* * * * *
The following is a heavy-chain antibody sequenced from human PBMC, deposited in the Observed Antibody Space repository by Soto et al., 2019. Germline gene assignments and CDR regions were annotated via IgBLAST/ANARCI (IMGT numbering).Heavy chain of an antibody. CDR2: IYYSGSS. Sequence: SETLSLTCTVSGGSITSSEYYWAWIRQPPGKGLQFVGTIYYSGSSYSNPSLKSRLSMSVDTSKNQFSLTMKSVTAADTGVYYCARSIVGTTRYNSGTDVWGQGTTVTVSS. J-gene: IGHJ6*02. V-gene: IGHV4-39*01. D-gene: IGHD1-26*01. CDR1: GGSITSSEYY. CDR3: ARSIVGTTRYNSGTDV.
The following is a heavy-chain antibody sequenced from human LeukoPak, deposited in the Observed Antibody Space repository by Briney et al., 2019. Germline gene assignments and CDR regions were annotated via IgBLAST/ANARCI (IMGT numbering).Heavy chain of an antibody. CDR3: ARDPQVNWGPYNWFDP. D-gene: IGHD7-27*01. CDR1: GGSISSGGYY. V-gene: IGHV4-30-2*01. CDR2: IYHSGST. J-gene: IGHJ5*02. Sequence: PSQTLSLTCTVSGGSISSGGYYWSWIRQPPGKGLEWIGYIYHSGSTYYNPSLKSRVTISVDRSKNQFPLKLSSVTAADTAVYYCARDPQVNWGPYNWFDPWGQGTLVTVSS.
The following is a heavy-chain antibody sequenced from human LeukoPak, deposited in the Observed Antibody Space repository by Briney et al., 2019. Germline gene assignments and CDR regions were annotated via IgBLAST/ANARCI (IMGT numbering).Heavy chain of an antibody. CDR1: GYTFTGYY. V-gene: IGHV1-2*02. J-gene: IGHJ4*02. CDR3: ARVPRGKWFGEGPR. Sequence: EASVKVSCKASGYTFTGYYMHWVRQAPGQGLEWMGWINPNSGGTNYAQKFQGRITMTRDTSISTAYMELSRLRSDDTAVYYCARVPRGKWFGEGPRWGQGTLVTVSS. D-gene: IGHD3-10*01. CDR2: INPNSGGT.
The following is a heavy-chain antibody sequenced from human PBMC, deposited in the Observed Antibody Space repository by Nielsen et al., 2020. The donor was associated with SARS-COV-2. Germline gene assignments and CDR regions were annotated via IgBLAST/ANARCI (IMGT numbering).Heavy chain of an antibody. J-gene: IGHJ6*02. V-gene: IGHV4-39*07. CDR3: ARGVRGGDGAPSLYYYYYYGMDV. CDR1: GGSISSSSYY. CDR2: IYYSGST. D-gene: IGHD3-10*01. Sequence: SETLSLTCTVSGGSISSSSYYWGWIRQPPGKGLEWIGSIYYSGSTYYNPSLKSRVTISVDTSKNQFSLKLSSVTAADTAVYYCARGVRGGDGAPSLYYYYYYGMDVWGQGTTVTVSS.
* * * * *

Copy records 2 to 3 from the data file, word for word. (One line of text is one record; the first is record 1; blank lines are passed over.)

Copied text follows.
The following is a heavy-chain antibody sequenced from human LeukoPak, deposited in the Observed Antibody Space repository by Briney et al., 2019. Germline gene assignments and CDR regions were annotated via IgBLAST/ANARCI (IMGT numbering).Heavy chain of an antibody. CDR3: ARDPQVNWGPYNWFDP. D-gene: IGHD7-27*01. CDR1: GGSISSGGYY. V-gene: IGHV4-30-2*01. CDR2: IYHSGST. J-gene: IGHJ5*02. Sequence: PSQTLSLTCTVSGGSISSGGYYWSWIRQPPGKGLEWIGYIYHSGSTYYNPSLKSRVTISVDRSKNQFPLKLSSVTAADTAVYYCARDPQVNWGPYNWFDPWGQGTLVTVSS.
The following is a heavy-chain antibody sequenced from human LeukoPak, deposited in the Observed Antibody Space repository by Briney et al., 2019. Germline gene assignments and CDR regions were annotated via IgBLAST/ANARCI (IMGT numbering).Heavy chain of an antibody. CDR1: GYTFTGYY. V-gene: IGHV1-2*02. J-gene: IGHJ4*02. CDR3: ARVPRGKWFGEGPR. Sequence: EASVKVSCKASGYTFTGYYMHWVRQAPGQGLEWMGWINPNSGGTNYAQKFQGRITMTRDTSISTAYMELSRLRSDDTAVYYCARVPRGKWFGEGPRWGQGTLVTVSS. D-gene: IGHD3-10*01. CDR2: INPNSGGT.